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Details of Grant 

EPSRC Reference: EP/P013228/1
Title: Personalised thermal-fluid models for planning catheter ablation therapy for atrial arrhythmia
Principal Investigator: de Vecchi, Dr A
Other Investigators:
Researcher Co-Investigators:
Project Partners:
Department: Imaging & Biomedical Engineering
Organisation: Kings College London
Scheme: First Grant - Revised 2009
Starts: 03 February 2017 Ends: 15 July 2018 Value (£): 93,402
EPSRC Research Topic Classifications:
Med.Instrument.Device& Equip.
EPSRC Industrial Sector Classifications:
Related Grants:
Panel History:
Panel DatePanel NameOutcome
01 Dec 2016 Engineering Prioritisation Panel Meeting 1 and 2 December 2016 Announced
Summary on Grant Application Form
In recent years, significant advances in clinical imaging have provided a wealth of detailed information on the internal function and anatomy of the human body. Fundamental questions on the progression of diseases and on their treatment can be addressed using this information. A highly promising avenue for the exploitation of this potential is the creation of biophysical computer models of the organs based on these state-of-the-art data. These models combine the available clinical information in a consistent mathematical framework that can be tailored to the specific characteristics of the individual patient. They can be used to predict the complex internal dynamics of a working organ, as well as its diseases' mechanisms, providing a powerful tool to personalise treatment.

This project will create a toolbox to generate personalised models of flow and temperature in the heart. Specifically, this platform will be designed to simulate atrial fibrillation, a disease that commonly affects one chamber of the heart (the left atrium), and its treatment, known as catheter ablation. When the left atrium is in fibrillation, the wall stops contracting and starts quivering. This behavior is triggered by abnormal electrical impulses at a specific site, called the driver site. As a result, the motion of the blood flow in the atrium is weakened. This abnormal behavior can reduce the supply of blood to the body. Catheter ablation consists in burning the driver site in the atrial wall by applying heat via a catheter, in order to suppress the abnormal electrical impulses and restore contraction. However, patient outcomes are suboptimal and reoccurrence of fibrillation after a single procedure is high. This is due to the strong dependence of this treatment effectiveness on patient-specific factors that are difficult to quantify from the imaging data alone.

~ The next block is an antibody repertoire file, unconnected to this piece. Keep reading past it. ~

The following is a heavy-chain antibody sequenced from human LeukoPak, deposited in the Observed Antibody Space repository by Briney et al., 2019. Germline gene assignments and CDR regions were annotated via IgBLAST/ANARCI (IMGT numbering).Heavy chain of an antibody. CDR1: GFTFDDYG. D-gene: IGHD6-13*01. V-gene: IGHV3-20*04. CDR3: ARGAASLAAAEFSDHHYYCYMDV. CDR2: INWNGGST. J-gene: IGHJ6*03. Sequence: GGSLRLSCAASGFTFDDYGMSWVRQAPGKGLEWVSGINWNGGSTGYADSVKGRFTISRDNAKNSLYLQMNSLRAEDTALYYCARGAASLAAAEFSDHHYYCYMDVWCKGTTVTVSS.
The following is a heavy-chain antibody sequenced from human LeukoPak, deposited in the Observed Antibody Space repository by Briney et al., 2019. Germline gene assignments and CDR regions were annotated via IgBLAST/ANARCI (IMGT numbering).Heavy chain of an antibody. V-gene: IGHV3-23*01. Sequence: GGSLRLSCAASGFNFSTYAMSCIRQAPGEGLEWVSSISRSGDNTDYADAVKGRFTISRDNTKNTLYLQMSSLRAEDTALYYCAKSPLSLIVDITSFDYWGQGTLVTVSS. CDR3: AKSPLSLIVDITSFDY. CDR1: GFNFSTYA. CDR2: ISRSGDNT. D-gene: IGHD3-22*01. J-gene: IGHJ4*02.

The proposed research will focus on improving outcomes using personalised computer models. Previous pilot work has proven the potential of this type of approach in predicting the size of the lesion caused by ablation. The overall goal of this project is to create physiologically accurate, personalised models to inform the choice of the ablation parameters such as the catheter voltage and the ablation time. This modelling toolbox will then be applied to a cohort of patients with the aim of increasing significantly the clinical impact of the approach. The research will be undertaken at St Thomas' Hospital, one of the biggest UK referral centres for atrial fibrillation. Given the multi-disciplinary aspect of the project, internal collaborations have been set up with groups within different areas of expertise. Clinical guidance and patient datasets will be provided by Dr M. O'Neill and his team, the Cardiac Arrhythmia Research Group, while Dr O. Aslanidi and Dr D. Nordsletten will provide expertise in scar and blood flow modelling, respectively. This work will therefore generate impact in different areas, from clinical research to mathematical modelling. Ultimately, however, the beneficiaries of the proposed project are the patients themselves, who will benefit from a personalised and more efficient approach to catheter ablation.
Key Findings
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Potential use in non-academic contexts
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Date Materialised
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